After a busy day of free agency on Monday, Capitals general manager Brian MacLellan has one last major order of business before training camp: Sign restricted free agent Jakub Vrana.
During his age 22/23 season, Vrana broke through with 24 goals and established himself as a legitimate top-six forward on an aging team that needs its young talent to produce if it wants to continue as a Stanley Cup contender.
Where does that rank this past decade? Since the 2010-11 season, a player who began a year age 22 or younger scored 24 goals or more 95 times. That list is crowded with elite stars like Connor McDavid, Nathan McKinnon, Patrick Kane and Taylor Hall who are beyond Vrana’s scope.
Younger players like Jack Eichel, Sebastian Aho and Auston Matthews, meanwhile, all did it as teenagers. The total list includes 55 different players – and 29 of them had done it multiple times at Vrana’s age.
The point isn’t that he’s at their level. It’s that he’s in some elite company and likely will stay there. Go down that list of 55 players and you will find very few, if any, who were one-hit wonders.
Maybe Columbus’ Boone Jenner? He had 30 goals at age 22 in 2015-16 and hasn’t topped 18 since. Even Milan Lucic, who had 30 goals for Boston in 2010-11, managed four more 20-goal seasons, though he has never again matched that one. Otherwise, that 55-man group has almost universally provided at least steady production.
Given all that, what do the Capitals have to offer Vrana this summer? Washington is tight against the salary cap with about $4.2 million left to add one forward (they’d keep 13 instead of 14) and one defenseman (Christian Djoos has a $715,000 qualifying offer on the table). That would leave around $3.5 million – though there are ways to tweak that cap space.
“We’re in ongoing discussions with [Vrana’s] representatives,” MacLellan said. “We’re pretty close to the cap number. We have a couple of things we can do flexibility wise to create a little space if we need to.”
Aho is a restricted free agent like Vrana and just signed a lucrative offer sheet from the Montreal Canadiens worth $42.27 million over five years. Aho’s current team, the Carolina Hurricanes, said Tuesday they intend to match it. The comparison is far from perfect because Aho had more points at age 19 (49) than Vrana did at age 22. He is already an elite player with 83 points in the last year of his entry-level contract.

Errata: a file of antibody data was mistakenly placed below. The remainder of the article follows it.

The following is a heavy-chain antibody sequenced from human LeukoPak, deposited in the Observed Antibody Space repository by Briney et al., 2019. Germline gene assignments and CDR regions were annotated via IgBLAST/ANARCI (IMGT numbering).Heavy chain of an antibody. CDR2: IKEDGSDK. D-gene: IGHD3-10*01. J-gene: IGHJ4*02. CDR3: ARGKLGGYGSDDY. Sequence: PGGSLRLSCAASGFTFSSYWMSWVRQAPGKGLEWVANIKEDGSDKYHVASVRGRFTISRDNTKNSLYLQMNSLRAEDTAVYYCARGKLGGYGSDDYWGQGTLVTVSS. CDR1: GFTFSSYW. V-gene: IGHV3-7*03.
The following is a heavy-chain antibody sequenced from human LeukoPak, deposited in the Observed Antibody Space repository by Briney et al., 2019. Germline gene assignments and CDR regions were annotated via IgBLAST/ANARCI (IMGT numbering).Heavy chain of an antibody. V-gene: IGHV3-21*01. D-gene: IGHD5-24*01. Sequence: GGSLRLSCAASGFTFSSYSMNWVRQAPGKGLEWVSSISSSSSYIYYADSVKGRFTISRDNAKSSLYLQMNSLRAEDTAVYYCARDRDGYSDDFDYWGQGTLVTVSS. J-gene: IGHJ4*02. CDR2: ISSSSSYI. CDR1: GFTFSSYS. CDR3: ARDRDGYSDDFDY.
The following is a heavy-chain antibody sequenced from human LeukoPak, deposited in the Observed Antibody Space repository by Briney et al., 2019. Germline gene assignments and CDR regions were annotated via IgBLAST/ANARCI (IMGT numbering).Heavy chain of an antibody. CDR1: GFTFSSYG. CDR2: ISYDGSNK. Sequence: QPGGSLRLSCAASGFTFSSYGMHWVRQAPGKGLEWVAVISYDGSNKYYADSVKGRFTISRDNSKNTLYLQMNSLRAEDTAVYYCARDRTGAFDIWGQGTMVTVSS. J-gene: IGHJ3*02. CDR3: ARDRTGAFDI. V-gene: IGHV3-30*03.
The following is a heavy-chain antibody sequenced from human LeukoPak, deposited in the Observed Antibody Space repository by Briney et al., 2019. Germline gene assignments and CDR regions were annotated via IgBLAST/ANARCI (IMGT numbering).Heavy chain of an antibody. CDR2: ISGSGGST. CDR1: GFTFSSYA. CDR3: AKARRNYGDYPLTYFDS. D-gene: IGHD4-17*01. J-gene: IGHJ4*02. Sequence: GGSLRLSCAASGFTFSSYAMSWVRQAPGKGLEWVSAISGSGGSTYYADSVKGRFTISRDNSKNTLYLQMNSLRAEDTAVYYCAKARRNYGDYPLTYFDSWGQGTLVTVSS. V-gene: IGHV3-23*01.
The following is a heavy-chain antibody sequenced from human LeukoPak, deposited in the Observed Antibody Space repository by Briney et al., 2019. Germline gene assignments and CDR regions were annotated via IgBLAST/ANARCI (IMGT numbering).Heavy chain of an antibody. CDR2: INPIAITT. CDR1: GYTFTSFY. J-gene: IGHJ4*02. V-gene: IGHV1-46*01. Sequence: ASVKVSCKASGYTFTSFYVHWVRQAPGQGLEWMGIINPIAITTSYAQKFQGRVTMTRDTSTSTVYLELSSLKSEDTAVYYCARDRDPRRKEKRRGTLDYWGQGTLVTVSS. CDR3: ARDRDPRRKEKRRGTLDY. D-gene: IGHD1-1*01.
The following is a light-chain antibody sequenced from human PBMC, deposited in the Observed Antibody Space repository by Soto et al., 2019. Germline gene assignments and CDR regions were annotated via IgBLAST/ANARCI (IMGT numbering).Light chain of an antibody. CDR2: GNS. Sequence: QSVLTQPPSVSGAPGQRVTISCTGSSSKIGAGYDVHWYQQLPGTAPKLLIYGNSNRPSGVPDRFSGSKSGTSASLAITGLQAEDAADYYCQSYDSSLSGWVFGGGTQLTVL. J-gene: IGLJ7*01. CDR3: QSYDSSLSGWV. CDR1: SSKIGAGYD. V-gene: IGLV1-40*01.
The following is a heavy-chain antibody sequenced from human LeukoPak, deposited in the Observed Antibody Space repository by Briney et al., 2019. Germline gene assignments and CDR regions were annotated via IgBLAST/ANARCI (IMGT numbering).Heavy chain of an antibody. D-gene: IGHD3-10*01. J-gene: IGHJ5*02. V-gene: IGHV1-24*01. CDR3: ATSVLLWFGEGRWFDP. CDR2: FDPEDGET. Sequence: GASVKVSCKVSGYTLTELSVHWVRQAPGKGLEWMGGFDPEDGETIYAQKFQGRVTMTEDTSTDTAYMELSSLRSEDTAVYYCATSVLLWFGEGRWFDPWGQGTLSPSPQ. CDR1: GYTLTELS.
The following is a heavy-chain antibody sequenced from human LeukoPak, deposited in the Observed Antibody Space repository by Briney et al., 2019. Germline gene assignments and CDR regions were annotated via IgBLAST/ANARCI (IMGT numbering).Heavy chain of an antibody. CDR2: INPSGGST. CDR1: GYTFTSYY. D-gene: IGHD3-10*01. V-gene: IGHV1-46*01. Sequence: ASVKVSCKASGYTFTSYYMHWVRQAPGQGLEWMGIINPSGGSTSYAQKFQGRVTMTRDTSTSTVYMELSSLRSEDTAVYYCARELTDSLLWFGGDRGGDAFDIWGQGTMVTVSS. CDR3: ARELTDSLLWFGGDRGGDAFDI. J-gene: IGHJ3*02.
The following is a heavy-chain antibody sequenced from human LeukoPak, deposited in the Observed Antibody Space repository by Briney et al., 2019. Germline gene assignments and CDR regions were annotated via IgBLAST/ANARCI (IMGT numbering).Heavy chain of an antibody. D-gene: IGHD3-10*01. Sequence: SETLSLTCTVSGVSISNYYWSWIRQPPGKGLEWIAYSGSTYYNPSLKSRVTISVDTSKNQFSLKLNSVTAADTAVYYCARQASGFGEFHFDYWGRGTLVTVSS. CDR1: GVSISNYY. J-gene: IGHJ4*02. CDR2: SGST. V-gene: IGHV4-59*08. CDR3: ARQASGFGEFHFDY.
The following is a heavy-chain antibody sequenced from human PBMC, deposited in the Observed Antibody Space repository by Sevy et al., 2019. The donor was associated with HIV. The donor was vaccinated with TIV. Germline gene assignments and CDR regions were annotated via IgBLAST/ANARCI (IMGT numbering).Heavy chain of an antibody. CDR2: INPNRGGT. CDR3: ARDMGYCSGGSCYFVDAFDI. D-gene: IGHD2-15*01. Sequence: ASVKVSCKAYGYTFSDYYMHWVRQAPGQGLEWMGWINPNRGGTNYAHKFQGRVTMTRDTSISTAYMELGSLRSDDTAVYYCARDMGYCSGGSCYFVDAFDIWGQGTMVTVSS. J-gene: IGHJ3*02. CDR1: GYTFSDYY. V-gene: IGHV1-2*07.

But would the Capitals worry about a similar strategy being used to poach Vrana knowing they don’t have a ton of room to maneuver financially? Why wouldn’t another team in the Metropolitan Division offer something a little high – say $12.5 million over three years – to at worst force Washington to match and trade a piece of its roster in the process?
The average annual value of $4.17 million on that kind of deal is key because it’s just below the $4.227 million threshold where a team would have to give back a first and third-round draft pick for signing Vrana to an offer sheet. The compensation in that case: Just a second-round draft pick in 2020. Hard to argue Vrana isn’t worth that.
The issue is more likely Vrana wouldn’t bother signing. Unless it’s absolutely his intent to leave Washington, where he already has a top-six role and has won the Stanley Cup, signing an offer sheet for a raise of less than $1 million only to return to teammates wondering why you just helped make their roster worse probably isn’t a good idea.